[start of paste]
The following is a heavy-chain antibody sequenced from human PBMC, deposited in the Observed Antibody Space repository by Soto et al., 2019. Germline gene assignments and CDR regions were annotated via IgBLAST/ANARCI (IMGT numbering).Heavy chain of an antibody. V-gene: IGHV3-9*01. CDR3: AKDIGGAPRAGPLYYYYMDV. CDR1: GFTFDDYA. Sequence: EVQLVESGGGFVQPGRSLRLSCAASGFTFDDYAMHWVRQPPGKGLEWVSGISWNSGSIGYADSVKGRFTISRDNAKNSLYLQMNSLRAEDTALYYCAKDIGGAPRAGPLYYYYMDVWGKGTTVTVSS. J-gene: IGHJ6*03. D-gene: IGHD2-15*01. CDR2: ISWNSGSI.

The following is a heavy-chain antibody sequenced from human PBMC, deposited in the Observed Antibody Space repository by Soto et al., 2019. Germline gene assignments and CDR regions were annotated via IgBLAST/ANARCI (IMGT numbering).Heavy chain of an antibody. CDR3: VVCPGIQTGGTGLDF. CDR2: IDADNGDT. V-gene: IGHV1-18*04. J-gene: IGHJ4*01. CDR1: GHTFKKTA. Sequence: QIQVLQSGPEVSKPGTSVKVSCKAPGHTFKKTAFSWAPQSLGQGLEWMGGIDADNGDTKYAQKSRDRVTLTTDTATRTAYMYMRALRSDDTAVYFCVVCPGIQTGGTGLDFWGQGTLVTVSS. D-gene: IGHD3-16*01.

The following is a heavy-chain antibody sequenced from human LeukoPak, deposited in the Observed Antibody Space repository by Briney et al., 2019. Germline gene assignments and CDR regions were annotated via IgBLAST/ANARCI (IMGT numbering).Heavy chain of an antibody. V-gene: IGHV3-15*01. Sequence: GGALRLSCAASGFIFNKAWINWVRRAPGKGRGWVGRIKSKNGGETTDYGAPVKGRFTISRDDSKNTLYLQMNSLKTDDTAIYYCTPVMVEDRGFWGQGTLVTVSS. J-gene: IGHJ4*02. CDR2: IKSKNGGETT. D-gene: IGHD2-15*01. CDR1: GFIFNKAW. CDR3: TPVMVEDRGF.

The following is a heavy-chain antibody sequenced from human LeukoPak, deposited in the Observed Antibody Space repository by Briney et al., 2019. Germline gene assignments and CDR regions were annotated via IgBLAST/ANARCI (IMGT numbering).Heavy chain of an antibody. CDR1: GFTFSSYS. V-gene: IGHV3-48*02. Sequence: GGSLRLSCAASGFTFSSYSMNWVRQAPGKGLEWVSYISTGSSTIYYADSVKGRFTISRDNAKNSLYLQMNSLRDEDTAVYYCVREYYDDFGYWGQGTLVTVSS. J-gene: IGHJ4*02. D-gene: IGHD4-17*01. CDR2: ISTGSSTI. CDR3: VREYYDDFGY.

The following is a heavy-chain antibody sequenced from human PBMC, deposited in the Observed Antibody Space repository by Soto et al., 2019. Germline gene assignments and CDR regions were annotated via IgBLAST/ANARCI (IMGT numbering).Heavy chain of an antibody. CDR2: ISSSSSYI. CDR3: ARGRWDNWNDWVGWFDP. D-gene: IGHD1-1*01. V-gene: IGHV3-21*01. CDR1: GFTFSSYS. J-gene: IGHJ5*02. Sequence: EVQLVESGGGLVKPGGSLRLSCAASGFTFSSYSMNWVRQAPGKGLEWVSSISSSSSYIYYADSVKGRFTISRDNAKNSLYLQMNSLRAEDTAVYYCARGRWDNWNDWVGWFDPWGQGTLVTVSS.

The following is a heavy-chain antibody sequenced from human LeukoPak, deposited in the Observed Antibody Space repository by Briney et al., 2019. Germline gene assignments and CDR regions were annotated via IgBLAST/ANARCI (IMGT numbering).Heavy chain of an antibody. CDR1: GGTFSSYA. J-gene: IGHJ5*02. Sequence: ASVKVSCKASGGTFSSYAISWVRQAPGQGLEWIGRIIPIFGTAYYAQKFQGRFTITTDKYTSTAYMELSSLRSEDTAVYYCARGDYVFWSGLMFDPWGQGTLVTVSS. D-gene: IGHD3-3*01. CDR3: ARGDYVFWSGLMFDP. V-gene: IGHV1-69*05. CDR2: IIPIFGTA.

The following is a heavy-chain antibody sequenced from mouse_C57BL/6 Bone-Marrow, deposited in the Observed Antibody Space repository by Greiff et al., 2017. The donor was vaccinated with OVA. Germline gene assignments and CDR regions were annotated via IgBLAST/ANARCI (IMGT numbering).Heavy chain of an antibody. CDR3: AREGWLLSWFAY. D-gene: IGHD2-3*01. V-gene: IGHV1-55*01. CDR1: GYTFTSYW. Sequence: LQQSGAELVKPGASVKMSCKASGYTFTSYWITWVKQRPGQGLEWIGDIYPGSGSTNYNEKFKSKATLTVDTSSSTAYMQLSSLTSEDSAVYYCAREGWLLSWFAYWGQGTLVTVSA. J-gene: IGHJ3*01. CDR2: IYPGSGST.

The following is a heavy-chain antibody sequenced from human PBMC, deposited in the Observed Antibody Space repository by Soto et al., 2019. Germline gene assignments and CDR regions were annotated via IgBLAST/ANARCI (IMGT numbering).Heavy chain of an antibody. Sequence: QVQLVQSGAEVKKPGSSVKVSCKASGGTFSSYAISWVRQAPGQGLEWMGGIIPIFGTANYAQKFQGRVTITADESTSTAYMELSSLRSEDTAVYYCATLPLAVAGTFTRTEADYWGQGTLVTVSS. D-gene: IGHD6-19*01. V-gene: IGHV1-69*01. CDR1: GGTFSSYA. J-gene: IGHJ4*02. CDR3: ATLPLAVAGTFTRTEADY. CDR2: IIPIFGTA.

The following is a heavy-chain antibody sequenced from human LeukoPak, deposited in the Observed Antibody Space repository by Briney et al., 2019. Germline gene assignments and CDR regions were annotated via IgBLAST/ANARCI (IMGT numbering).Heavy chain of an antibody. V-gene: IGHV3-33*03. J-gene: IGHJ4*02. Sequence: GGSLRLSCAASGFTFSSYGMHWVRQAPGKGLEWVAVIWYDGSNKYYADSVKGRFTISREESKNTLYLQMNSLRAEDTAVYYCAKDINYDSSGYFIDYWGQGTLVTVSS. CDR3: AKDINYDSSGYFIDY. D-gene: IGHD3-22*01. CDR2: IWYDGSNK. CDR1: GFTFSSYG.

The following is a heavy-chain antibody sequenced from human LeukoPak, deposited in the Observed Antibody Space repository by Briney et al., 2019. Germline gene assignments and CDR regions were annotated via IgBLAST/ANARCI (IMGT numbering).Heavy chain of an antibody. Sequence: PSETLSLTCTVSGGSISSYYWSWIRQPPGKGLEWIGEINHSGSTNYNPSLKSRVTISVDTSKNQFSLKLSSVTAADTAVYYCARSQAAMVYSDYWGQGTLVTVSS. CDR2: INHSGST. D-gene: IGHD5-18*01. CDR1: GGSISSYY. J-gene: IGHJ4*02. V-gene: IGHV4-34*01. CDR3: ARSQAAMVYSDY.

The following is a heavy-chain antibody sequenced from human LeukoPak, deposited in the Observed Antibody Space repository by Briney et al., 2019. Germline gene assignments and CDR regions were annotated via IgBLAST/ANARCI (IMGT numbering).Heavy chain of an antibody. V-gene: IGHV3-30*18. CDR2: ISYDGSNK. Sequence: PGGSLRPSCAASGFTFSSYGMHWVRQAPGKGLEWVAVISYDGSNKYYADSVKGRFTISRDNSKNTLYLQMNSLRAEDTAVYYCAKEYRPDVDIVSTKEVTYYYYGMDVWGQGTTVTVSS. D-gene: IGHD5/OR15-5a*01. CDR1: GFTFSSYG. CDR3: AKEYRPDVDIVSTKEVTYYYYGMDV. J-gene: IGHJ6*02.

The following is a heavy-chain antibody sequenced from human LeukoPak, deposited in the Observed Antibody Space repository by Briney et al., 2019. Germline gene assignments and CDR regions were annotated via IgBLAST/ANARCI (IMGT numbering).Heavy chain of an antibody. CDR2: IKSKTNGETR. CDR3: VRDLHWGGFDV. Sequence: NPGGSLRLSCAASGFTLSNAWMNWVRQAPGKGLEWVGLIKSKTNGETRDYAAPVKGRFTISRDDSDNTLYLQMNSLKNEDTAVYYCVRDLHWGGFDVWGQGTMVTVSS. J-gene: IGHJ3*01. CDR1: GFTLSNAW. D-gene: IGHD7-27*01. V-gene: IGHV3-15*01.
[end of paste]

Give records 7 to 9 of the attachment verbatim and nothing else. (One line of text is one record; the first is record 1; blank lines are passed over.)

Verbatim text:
The following is a heavy-chain antibody sequenced from mouse_C57BL/6 Bone-Marrow, deposited in the Observed Antibody Space repository by Greiff et al., 2017. The donor was vaccinated with OVA. Germline gene assignments and CDR regions were annotated via IgBLAST/ANARCI (IMGT numbering).Heavy chain of an antibody. CDR3: AREGWLLSWFAY. D-gene: IGHD2-3*01. V-gene: IGHV1-55*01. CDR1: GYTFTSYW. Sequence: LQQSGAELVKPGASVKMSCKASGYTFTSYWITWVKQRPGQGLEWIGDIYPGSGSTNYNEKFKSKATLTVDTSSSTAYMQLSSLTSEDSAVYYCAREGWLLSWFAYWGQGTLVTVSA. J-gene: IGHJ3*01. CDR2: IYPGSGST.

The following is a heavy-chain antibody sequenced from human PBMC, deposited in the Observed Antibody Space repository by Soto et al., 2019. Germline gene assignments and CDR regions were annotated via IgBLAST/ANARCI (IMGT numbering).Heavy chain of an antibody. Sequence: QVQLVQSGAEVKKPGSSVKVSCKASGGTFSSYAISWVRQAPGQGLEWMGGIIPIFGTANYAQKFQGRVTITADESTSTAYMELSSLRSEDTAVYYCATLPLAVAGTFTRTEADYWGQGTLVTVSS. D-gene: IGHD6-19*01. V-gene: IGHV1-69*01. CDR1: GGTFSSYA. J-gene: IGHJ4*02. CDR3: ATLPLAVAGTFTRTEADY. CDR2: IIPIFGTA.

The following is a heavy-chain antibody sequenced from human LeukoPak, deposited in the Observed Antibody Space repository by Briney et al., 2019. Germline gene assignments and CDR regions were annotated via IgBLAST/ANARCI (IMGT numbering).Heavy chain of an antibody. V-gene: IGHV3-33*03. J-gene: IGHJ4*02. Sequence: GGSLRLSCAASGFTFSSYGMHWVRQAPGKGLEWVAVIWYDGSNKYYADSVKGRFTISREESKNTLYLQMNSLRAEDTAVYYCAKDINYDSSGYFIDYWGQGTLVTVSS. CDR3: AKDINYDSSGYFIDY. D-gene: IGHD3-22*01. CDR2: IWYDGSNK. CDR1: GFTFSSYG.